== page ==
Mastering those skills, enabling my body to be successful and efficient--that is what I love about being active.
If I could have it my way, I would probably be an active-junkie. Not an exercise addict, because the way I feel about it goes far beyond exercise. The simple fact is, my body will not let me.
My yoga revelation comes in here.
I feel such resentment toward my body. My body turned on me when I was 15 years old and I have never forgiven it. I have pushed it to the breaking point over and over and over again in the 10 years since its disloyalty.
I ran a marathon for only two reasons, I think. To cross it off of some imaginary bucket list, and to spite my body. To show it who's boss.
A disloyal body. It doesn't seem right to categorize it in this way.
My body lets me do plenty of things. I can eat whatever I want to within reason. I can work 12 hour days without sitting down. I can run. I can go to sleep at night and wake up the next morning.
I'm still quite disappointed in it.
At the risk of sounding like I'm whining, a few sore points are:
--constantly malnourished regardless of a healthy diet.
--extra effort goes into maintaining hydration and weight.
--vitamin b-12 shots self inflicted every two weeks because I can't absorb it.
--Imuran by mouth daily and Remicade via IV infusion every 7 weeks (both immuno-suppresant drugs)
--immuno-suppresant drugs make me more susceptible to illness/disease
--fairly consistent fatigue
Those are just the sore points. There are a plethora of issues that come with being a carrier of the Crohn's burden.
I am currently experiencing a flare-up. That's what they call it when all of your symptoms are active and it can be brought on by a multitude of things--stress, lack of sleep, change in environment, change in diet, etc. Sometimes there is no clear reason behind a flare. Symptoms include (ironically): lack of sleep, lack of appetite, pain and cramping, change in bowels (constipated to runny), exhaustion, etc.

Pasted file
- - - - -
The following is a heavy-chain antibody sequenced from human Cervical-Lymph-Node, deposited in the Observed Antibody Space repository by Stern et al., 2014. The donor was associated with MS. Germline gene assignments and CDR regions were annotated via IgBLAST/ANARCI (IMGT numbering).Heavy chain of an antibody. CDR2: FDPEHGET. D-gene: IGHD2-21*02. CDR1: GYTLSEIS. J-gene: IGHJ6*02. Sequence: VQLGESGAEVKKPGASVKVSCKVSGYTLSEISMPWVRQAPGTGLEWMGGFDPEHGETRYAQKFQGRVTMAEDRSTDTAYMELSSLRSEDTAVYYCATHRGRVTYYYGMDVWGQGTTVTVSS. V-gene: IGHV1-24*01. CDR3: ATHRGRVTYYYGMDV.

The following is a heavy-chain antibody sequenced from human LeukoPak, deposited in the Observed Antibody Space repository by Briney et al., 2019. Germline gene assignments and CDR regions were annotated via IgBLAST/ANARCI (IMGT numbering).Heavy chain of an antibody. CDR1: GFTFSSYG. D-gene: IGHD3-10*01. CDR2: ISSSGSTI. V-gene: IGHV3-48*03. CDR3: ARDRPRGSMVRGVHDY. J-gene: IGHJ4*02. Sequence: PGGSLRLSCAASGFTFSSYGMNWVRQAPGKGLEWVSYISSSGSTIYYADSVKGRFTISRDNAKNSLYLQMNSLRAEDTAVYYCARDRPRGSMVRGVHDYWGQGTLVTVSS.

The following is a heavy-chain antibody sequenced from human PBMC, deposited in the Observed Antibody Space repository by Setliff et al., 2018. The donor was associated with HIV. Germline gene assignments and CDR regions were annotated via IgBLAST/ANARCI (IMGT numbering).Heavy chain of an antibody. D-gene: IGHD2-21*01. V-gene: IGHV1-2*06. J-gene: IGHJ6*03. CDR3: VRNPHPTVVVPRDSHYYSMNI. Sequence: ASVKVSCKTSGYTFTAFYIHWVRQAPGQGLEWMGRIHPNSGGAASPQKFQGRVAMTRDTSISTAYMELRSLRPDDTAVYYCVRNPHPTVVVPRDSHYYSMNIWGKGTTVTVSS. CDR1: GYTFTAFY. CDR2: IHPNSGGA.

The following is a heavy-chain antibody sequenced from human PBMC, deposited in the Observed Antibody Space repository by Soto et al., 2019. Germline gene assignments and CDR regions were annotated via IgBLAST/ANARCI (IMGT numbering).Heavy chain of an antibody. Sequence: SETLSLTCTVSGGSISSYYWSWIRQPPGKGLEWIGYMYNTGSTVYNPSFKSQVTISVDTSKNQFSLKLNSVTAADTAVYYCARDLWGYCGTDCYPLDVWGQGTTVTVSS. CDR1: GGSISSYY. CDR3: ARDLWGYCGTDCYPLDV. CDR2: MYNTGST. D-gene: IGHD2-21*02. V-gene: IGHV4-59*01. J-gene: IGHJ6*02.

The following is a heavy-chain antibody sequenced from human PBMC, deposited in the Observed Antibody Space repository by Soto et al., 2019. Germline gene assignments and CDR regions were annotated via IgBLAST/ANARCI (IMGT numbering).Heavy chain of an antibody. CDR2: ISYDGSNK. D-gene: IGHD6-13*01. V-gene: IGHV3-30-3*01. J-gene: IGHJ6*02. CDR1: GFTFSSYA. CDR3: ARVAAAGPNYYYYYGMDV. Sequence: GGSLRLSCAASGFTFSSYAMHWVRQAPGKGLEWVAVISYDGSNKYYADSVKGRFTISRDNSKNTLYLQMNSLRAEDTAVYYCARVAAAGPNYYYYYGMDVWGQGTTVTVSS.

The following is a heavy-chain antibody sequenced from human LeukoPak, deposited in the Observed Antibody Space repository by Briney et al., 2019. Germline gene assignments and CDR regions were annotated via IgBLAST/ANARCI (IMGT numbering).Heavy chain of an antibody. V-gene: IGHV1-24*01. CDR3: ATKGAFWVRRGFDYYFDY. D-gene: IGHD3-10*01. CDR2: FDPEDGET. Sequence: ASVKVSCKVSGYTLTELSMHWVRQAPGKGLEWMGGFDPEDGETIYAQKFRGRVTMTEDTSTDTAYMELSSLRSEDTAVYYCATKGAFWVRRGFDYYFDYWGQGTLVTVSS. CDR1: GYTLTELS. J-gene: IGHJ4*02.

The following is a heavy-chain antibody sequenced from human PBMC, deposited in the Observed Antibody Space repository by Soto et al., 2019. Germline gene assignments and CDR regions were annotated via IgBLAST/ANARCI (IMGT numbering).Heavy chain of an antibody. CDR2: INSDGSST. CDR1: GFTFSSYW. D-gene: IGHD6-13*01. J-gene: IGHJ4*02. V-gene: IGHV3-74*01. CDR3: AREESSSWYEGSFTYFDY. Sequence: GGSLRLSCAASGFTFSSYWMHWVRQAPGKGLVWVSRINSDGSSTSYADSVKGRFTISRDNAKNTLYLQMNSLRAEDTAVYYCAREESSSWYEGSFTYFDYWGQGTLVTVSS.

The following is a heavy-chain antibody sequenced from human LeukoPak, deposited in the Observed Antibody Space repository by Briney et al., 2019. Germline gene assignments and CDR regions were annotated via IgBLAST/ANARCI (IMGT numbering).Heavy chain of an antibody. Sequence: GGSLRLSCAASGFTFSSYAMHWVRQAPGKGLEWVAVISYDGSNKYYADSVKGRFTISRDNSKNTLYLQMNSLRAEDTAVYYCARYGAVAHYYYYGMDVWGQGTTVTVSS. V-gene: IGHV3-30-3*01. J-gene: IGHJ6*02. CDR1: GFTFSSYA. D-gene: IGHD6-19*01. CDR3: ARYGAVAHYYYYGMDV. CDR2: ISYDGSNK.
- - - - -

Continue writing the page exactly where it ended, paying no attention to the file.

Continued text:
Luckily, I can have active symptoms without having active disease.
I hate it. I'm pissed at it. And I'm constantly carrying it around, coping with it. Most of the coping is pretending like it doesn't exist.
With that said, tonight my revelation involved giving up some of this resentment that I hold toward my body. Realizing that I have to live with it and I have been living with it and that it would be a much better situation if I was a little more Brady Bunch about it.
So, in Brady fashion, I've got to be honest with myself. There are just some things that I shouldn't do. Not that I can't do them. I'm capable of doing all kinds of things. But if I'm going to come to terms with the body that has defied me, I've at least got to start by being nice to it.
Brandi Carlile has a song called "Bend Before it Breaks." I love this song, but I've never figured out how it applies to me. Its about a lover and that love being over--anyway, Matt and I are great, so it doesn't fit there. It does, however, fit here. And it was the song that was in my head as I was leaving class.
Its not the old guilt that I felt after my last surgery. The feeling has manifested into a total self-loathing that I was unaware of until this evening. I feel a little like I've been punched in the stomach.
Being comfortable with yourself--being comfortable with feeling uninspired, comfortable with struggling, comfortable with being uncomfortable. Searching for comfort or at least a happy place within the body I have been blessed with.
I'm alright, don't I always seem to be?
Aren't I swinging on the stars? Don't I wear them on my sleeves?
Went looking for a crossroads, it happens every day
And which ever way you turn, I'm going to turn the other way.